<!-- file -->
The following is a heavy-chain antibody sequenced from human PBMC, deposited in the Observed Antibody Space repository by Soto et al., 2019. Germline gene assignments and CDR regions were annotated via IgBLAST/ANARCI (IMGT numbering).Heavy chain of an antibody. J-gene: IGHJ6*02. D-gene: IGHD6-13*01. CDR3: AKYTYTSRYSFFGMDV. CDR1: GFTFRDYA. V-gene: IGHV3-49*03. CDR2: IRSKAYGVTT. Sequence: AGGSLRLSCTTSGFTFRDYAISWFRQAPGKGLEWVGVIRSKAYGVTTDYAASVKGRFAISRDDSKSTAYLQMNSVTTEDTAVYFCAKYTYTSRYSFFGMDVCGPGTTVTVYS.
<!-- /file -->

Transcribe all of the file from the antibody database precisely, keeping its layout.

The following is a heavy-chain antibody sequenced from human PBMC, deposited in the Observed Antibody Space repository by Soto et al., 2019. Germline gene assignments and CDR regions were annotated via IgBLAST/ANARCI (IMGT numbering).Heavy chain of an antibody. J-gene: IGHJ6*02. D-gene: IGHD6-13*01. CDR3: AKYTYTSRYSFFGMDV. CDR1: GFTFRDYA. V-gene: IGHV3-49*03. CDR2: IRSKAYGVTT. Sequence: AGGSLRLSCTTSGFTFRDYAISWFRQAPGKGLEWVGVIRSKAYGVTTDYAASVKGRFAISRDDSKSTAYLQMNSVTTEDTAVYFCAKYTYTSRYSFFGMDVCGPGTTVTVYS.